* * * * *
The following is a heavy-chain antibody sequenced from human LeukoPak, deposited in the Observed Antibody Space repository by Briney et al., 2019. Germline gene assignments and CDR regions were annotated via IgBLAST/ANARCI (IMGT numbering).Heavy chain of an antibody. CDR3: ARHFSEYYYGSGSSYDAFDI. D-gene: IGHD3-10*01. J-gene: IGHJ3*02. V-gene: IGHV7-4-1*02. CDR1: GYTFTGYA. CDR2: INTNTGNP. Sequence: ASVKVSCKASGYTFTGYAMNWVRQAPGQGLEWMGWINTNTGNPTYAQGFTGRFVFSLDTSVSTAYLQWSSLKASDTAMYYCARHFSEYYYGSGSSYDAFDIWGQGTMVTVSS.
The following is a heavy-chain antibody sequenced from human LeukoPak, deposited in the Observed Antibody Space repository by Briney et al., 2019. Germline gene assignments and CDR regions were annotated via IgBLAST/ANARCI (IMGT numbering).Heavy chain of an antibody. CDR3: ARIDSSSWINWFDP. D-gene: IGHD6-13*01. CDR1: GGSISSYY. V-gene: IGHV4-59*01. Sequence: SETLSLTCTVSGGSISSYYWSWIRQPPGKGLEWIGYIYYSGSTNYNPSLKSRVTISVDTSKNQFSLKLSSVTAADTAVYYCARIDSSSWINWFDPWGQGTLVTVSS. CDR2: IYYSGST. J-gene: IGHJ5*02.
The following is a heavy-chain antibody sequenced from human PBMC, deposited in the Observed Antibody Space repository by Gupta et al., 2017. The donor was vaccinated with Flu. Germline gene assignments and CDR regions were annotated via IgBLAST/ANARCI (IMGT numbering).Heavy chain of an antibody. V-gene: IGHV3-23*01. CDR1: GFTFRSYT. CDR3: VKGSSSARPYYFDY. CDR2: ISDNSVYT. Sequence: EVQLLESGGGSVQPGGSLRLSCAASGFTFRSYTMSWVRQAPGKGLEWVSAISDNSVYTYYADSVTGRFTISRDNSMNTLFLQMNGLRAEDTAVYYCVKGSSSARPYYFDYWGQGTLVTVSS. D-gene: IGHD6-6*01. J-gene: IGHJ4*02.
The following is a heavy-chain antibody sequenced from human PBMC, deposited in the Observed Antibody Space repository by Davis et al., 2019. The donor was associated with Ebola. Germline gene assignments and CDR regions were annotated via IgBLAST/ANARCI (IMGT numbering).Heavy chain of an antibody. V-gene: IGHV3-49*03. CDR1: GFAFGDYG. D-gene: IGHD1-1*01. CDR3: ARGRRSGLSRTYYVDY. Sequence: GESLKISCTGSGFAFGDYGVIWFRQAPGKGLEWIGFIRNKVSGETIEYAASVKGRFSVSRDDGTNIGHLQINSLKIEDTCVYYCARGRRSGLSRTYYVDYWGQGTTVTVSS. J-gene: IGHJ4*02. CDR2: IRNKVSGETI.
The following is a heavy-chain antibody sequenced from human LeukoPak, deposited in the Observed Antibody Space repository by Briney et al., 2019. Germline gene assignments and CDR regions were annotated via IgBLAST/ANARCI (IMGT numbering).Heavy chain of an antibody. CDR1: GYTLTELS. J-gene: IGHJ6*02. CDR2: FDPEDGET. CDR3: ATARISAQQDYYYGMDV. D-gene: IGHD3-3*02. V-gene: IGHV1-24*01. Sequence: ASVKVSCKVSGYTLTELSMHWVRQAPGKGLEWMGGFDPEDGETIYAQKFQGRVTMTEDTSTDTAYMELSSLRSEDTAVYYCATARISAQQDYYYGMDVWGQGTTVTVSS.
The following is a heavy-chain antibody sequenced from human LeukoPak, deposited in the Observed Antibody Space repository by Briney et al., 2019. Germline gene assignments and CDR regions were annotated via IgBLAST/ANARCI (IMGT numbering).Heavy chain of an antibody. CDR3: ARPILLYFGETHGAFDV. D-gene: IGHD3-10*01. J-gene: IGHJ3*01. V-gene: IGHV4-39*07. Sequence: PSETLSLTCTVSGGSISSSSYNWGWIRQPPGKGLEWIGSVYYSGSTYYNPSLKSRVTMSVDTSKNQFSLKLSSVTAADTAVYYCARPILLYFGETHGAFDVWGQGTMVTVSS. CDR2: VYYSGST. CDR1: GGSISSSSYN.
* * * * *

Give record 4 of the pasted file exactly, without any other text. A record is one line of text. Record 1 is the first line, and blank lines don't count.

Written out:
The following is a heavy-chain antibody sequenced from human PBMC, deposited in the Observed Antibody Space repository by Davis et al., 2019. The donor was associated with Ebola. Germline gene assignments and CDR regions were annotated via IgBLAST/ANARCI (IMGT numbering).Heavy chain of an antibody. V-gene: IGHV3-49*03. CDR1: GFAFGDYG. D-gene: IGHD1-1*01. CDR3: ARGRRSGLSRTYYVDY. Sequence: GESLKISCTGSGFAFGDYGVIWFRQAPGKGLEWIGFIRNKVSGETIEYAASVKGRFSVSRDDGTNIGHLQINSLKIEDTCVYYCARGRRSGLSRTYYVDYWGQGTTVTVSS. J-gene: IGHJ4*02. CDR2: IRNKVSGETI.